This is a special post for short-form writing by Leon Lang. Only they can create top-level comments. Comments here also appear on the Shortform Page and All Posts page.

This is a special post for short-form writing by Leon Lang. Only they can create top-level comments. Comments here also appear on the Shortform Page and All Posts page.

Leon Lang's Shortform

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## Zeta Functions in Singular Learning Theory

In this shortform, I very briefly explain my understanding of how zeta functions play a role in the derivation of the free energy in singular learning theory. This is entirely based on slide 14 of the SLT low 4 talk of the recent summit on SLT and Alignment, so feel free to ignore this shortform and simply watch the video.

The story is this: we have a prior φ(w), a model p(x∣w), and there is an unknown true distribution q(x). For model selection, we are interested in the evidence of our model for a data set Dn={x1,…,xn}, which is given by

Zn=∫p(Dn∣w)φ(w)dw=∫e−nLn(w)φ(w)dw∝∫e−nKn(w)φ(w)dw,where Kn(w)=1n∑ni=1logq(xi)p(xi∣w) is the empirical KL divergence. In fact, we are interested in selecting the model that maximizes

¯¯¯¯Z(n):=EDn∼qn[Zn]=∫e−nK(w)φ(w)dw,the averageof this quantity over all data sets. The average is then given bywhere K(w)=∫x∼qq(x)logq(x)p(x∣w) is the Kullback-Leibler divergence.

But now we have a problem: how do we compute this integral? Computing this integral is what the free energy formula is about.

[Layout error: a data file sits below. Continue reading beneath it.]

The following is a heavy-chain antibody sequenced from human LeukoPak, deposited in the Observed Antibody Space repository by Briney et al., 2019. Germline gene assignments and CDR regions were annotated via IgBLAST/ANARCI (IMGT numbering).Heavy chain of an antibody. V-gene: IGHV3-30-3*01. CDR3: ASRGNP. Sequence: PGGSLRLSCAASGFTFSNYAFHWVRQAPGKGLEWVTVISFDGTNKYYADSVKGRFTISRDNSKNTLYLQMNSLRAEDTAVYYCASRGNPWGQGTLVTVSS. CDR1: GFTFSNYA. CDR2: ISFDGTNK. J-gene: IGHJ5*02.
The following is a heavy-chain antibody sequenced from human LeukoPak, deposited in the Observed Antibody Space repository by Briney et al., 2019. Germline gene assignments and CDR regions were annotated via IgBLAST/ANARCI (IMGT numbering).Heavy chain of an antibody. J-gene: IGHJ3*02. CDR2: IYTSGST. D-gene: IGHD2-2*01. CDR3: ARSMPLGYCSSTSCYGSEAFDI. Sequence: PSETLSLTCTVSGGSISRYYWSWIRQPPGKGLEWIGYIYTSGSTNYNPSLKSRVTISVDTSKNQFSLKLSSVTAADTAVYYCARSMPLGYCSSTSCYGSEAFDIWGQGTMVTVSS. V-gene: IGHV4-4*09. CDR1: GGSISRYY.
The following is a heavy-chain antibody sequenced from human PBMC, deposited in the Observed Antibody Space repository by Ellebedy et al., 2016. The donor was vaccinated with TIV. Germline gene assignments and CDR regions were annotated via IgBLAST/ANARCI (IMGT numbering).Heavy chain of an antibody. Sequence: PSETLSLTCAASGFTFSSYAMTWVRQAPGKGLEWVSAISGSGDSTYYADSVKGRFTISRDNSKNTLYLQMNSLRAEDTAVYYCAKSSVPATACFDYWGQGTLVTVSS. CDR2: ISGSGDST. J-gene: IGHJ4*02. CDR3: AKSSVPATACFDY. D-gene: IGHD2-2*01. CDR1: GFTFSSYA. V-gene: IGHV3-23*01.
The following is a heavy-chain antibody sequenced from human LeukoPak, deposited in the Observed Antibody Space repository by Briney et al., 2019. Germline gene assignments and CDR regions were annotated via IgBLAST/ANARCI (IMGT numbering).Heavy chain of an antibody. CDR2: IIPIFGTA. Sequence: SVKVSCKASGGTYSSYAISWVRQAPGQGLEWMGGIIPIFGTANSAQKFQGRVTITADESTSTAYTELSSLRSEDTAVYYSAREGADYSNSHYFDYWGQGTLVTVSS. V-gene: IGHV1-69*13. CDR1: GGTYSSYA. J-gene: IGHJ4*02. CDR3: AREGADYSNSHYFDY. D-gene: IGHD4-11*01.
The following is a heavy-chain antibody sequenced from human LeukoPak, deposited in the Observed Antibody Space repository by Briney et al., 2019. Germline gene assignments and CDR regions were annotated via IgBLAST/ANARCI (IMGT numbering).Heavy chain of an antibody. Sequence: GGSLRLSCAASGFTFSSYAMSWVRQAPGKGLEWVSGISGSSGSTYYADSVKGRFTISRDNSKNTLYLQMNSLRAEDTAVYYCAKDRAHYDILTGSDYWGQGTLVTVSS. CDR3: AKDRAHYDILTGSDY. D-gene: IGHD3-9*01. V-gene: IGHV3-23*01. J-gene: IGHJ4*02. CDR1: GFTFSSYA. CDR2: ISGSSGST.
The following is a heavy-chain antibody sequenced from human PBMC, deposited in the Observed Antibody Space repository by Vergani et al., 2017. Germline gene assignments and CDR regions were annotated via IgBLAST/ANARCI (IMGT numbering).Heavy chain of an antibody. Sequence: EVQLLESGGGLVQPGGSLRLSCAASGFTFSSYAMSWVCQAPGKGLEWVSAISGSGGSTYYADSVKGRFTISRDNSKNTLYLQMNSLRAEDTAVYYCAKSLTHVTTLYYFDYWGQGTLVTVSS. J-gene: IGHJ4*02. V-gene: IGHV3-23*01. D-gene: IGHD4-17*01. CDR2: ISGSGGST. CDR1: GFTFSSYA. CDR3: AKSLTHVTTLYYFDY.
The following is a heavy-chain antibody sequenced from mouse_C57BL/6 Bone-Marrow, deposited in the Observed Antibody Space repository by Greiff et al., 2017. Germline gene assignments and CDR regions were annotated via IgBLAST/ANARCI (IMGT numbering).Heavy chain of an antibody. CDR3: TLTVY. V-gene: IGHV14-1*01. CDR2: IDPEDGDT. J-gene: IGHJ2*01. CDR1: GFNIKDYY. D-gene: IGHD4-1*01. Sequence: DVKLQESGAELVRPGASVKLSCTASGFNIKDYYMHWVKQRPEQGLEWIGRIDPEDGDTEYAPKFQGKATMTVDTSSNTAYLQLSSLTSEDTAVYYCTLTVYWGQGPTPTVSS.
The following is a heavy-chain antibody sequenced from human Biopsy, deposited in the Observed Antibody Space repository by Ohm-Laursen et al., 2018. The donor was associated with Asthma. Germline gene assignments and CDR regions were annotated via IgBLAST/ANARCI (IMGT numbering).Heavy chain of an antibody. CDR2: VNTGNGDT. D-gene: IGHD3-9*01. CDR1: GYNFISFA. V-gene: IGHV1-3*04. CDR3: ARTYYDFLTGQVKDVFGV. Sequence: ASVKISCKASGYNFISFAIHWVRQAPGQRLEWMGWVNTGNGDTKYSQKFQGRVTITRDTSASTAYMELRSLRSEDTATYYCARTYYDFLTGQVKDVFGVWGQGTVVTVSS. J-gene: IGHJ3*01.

The answer: by computing a different integral. So now, I'll explain the connection to different integrals we can draw.

Let

v(t):=∫δ(t−K(w))φ(w)dw,which is called the state density function. Here, δ is the Dirac delta function. For different t, it measures the density of states (= parameter vectors) that have K(w)=t. It is thus a measure for the "size" of different level sets. This state density function is connected to two different things.

## Laplace Transform to the Evidence

First of all, it is connected to the evidence above. Namely, let L(v) be the Laplace transform of v. It is a function L(v):N→R given by

[L(v)](n):=∫∞0e−ntv(t)dt=∫[∫∞0δ(t−K(w))e−ntdt]φ(w)dw=∫e−nK(w)φ(w)dw=¯¯¯¯Z(n).In first step, we changed the order of integration, and in the second step we used the defining property of the Dirac delta. Great, so this tells us that L(v)=¯¯¯¯Z! So this means we essentially just need to understand v.

## Mellin Transform to the Zeta Function

But how do we compute v? By using another transform. Let M(v) be the Mellin transform of v. It is a function M(v):C→C (or maybe only defined on part of C?) given by

[M(v)](z):=∫∞0tzv(t)dt=∫[∫∞0δ(t−K(w))tzdt]φ(w)dw=∫K(w)zφ(w)dw.Again, we used a change in the order of integration and then the defining property of the Dirac delta. This is called a Zeta function.

## What's this useful for?

The Mellin transform has an inverse. Thus, if we can compute the zeta function, we can also compute the original evidence as

¯¯¯¯Z=L(v)=L(M−1(M(v))).Thus, we essentially changed our problem to the problem of studying the zeta function M(v). To compute the integral of the zeta function, it is then useful to perform blowups to resolve the singularities in the set of minima of K(w), which is where algebraic geometry enters the picture. For more on all of this, I refer, again, to the excellent SLT low 4 talk of the recent summit on singular learning theory.